This interview was held the day before the new sanctions were to go into effect. President Trump actually made no direct reference to the new sanctions, but this series of statements brings up an interesting thought.

President Putin has been silent on the matter of sanctions, even though the lower level government officials have spoken out about the injustice that is a fact, given the nature and cause of the sanctions. But an anonymous observer offered the interesting thought that, contrary to appearances, the American president may be trying to project the image of “strength against Russia” that is vital for him to pass through the midterm elections without losing the House.

If he loses the House to the Democrat Party, the new House leadership would almost certainly bring impeachment proceedings against the President. While this, like Russiagate, would be an absolute farce, it would have the effect of severely impairing the President’s agenda. While the House remains in GOP hands, this at least will not happen. The source mentioned that with such a strategy in place, if the midterms went the GOP’s way then Trump would be able to lift the sanctions later.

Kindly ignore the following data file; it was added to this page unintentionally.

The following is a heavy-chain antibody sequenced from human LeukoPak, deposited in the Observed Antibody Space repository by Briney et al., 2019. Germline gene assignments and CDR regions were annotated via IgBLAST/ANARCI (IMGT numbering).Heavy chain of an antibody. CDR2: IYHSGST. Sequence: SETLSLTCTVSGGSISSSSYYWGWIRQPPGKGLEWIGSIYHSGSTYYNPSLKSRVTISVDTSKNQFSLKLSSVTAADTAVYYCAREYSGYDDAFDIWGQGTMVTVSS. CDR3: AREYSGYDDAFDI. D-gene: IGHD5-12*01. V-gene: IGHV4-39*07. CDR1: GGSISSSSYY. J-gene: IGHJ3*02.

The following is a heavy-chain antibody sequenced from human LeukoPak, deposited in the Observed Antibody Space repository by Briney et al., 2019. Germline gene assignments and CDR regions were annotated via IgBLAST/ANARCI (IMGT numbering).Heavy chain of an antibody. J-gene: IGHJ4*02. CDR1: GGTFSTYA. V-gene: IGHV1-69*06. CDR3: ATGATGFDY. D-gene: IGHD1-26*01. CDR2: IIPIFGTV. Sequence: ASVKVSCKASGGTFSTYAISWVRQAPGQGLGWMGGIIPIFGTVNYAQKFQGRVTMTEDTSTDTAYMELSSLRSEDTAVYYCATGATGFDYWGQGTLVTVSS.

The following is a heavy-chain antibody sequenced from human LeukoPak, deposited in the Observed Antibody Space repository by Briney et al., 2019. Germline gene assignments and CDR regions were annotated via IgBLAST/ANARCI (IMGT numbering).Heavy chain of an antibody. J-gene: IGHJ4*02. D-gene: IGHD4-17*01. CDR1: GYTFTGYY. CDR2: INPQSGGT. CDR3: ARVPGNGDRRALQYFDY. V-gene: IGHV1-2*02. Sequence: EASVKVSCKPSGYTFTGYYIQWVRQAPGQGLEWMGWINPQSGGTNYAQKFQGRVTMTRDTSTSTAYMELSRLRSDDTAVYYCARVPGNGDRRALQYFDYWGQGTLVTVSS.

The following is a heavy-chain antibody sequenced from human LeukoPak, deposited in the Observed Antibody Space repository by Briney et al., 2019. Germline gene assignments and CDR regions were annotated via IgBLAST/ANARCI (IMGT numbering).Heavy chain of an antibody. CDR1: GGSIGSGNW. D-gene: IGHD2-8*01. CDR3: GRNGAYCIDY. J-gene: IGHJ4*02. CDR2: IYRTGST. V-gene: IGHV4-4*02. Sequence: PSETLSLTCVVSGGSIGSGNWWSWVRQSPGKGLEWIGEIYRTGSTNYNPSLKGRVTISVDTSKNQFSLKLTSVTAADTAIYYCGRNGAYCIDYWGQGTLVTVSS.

While this seems to be a very speculative thought, it is interesting that it was suggested only hours before the Reuters interview became publicly known. It would seem possible that this was a very gentle signal of willingness on the part of the American President to continue seeking better relations with Russia.

One thing is certain: a lot of policy is riding on the outcome of the midterms. How they go will shape US policy and foreign policy very strongly. This is truly a critical election approaching – for the US and for the world.

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Denmark As A Model For American Socialists?

In Denmark, everyone pays at least the 25% value-added tax (VAT) on all purchases. Income tax rates are high.

The Duran

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Authored by Lars Hedegard via The Gatestone Institute:


Here are some facts to consider before American “democratic socialists” look to Denmark for guidance, as Senator Bernie Sanders did during the 2016 presidential campaign.

First of all, Danes actually pay for their brand of socialism through heavy taxation. In Denmark, everyone pays at least the 25% value-added tax (VAT) on all purchases. Income tax rates are high. If you receive public support and are of working age and healthy enough to work, the state will require that you look for a job or it will force a job on you.